BY THE VILLAGE SUN | Police didn’t take kindly to protesters reportedly trying to enter the Sixth Precinct on Saturday evening.
Cops cracked down on a large group of demonstrators after they allegedly tried but failed to enter the W. 10th St. stationhouse, then blocked traffic nearby, according to police. The standoff finally ended with police aggressively moving in and making a dozen arrests outside the Cowgirl Hall of Fame, to the shock of outdoor diners eating there.
Video of part of the chaotic incident shows, around 8:20 p.m., a large force of police, including bicycle police, swarm the protesters on the west side of Hudson St. at W. 10th St., handcuffing some of them. Meanwhile, stunned diners at outdoor tables at Cowgirl are seen standing and videoing the arrests — though at least one of them just continues eating nonchalantly while his dinner partner videos the mayhem.
— Andrew Joseph (@AndyJ0seph) September 27, 2020
A police spokesperson said the chain of events had started unfolding earlier that evening in Washington Square Park over loud music.
He said police had received “numerous noise complaints from area residents in the vicinity of Washington Square Park. After multiple [police] warnings regarding loud music went unaddressed, officers gave one of the individuals playing music a summons.”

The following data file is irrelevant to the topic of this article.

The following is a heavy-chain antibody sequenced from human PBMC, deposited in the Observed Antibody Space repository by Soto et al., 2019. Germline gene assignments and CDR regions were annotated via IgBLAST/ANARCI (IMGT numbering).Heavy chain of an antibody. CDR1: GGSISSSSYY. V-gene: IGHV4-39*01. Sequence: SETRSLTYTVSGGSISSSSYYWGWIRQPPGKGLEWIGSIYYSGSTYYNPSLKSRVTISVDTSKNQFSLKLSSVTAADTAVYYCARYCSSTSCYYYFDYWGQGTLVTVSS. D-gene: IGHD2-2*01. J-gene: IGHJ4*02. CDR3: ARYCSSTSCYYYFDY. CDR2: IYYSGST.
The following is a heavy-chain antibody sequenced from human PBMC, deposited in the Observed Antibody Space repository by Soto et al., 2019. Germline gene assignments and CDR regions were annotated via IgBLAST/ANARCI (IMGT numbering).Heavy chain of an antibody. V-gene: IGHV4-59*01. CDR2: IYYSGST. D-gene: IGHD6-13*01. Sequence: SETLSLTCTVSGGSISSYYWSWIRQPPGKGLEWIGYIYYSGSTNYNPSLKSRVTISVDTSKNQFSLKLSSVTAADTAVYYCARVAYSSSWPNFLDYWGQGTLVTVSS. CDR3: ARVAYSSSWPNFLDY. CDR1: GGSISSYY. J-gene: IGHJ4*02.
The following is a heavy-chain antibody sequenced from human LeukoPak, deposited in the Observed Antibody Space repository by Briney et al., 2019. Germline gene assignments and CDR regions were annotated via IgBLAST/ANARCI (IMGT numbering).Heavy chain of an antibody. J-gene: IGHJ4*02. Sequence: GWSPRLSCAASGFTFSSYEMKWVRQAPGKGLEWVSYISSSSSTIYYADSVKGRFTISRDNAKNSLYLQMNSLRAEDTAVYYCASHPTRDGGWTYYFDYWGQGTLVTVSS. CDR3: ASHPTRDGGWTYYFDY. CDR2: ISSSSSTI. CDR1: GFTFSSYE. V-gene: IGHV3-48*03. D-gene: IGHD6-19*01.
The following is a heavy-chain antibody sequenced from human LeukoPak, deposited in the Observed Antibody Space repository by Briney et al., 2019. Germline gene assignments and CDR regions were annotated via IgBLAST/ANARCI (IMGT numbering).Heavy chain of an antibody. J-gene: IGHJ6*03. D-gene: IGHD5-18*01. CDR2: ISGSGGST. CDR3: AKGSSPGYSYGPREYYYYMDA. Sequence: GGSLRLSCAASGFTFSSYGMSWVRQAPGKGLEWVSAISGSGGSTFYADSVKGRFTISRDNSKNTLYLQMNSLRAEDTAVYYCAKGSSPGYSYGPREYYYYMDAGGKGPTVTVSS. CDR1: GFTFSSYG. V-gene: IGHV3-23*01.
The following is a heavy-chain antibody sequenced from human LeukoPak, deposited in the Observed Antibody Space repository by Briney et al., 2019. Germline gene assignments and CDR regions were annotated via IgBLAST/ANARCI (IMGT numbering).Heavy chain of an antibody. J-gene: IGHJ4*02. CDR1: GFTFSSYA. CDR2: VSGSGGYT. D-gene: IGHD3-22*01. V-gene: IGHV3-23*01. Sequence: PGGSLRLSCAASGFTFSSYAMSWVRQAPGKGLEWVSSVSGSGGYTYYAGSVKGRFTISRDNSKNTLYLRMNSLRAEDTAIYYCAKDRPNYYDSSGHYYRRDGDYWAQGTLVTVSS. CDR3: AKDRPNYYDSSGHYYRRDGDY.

According to an article in the New York Post, the music in Washington Square was amplified. The police spokesperson said he could not confirm that, but noted that amplified music — not acoustic music — is generally what gets a summons.
“Following that, a group of 150 demonstrators attempted to enter the Sixth Precinct stationhouse,” the spokesperson said, “but were stopped by security on the block of the precinct, at which point they blocked traffic on Hudson St. Multiple warnings were issued to clear the sidewalk at that location, at which point the officers took 12 individuals into custody.”
Blocking a street and blocking a sidewalk are both disorderly conduct violations, the spokesperson noted.
Eight of the protesters — three males and five females — were issued summonses at the Sixth Precinct for disorderly conduct in lieu of being arrested.
There were four arrests.
Louis DeJesus, 37, of Brooklyn, was charged with assaulting a police officer, resisting arrest, obstruction of governmental administration and “pedestrian on roadway.”
Les Flagler, 27, of Queens, was charged with resisting arrest and “pedestrian on roadway.”
David Ortiz, 28, of Queens, was charged with obstruction of governmental administration, an unspecified “local law infraction” violation and “pedestrian on roadway.”
Anna Quezada, 20, of Harrison, N.Y., in Westchester, was charged with obstruction of governmental administration.
Flagler, Ortiz and Quezada were issued desk-appearance tickets. DeJesus, due to his more serious charge, was due to be arraigned before a judge.
The Post said the demonstrators marched down to the Sixth Precinct to “protest police busting up what they said had been a peaceful, art-driven rally in Washington Square Park, complete with a DJ playing music.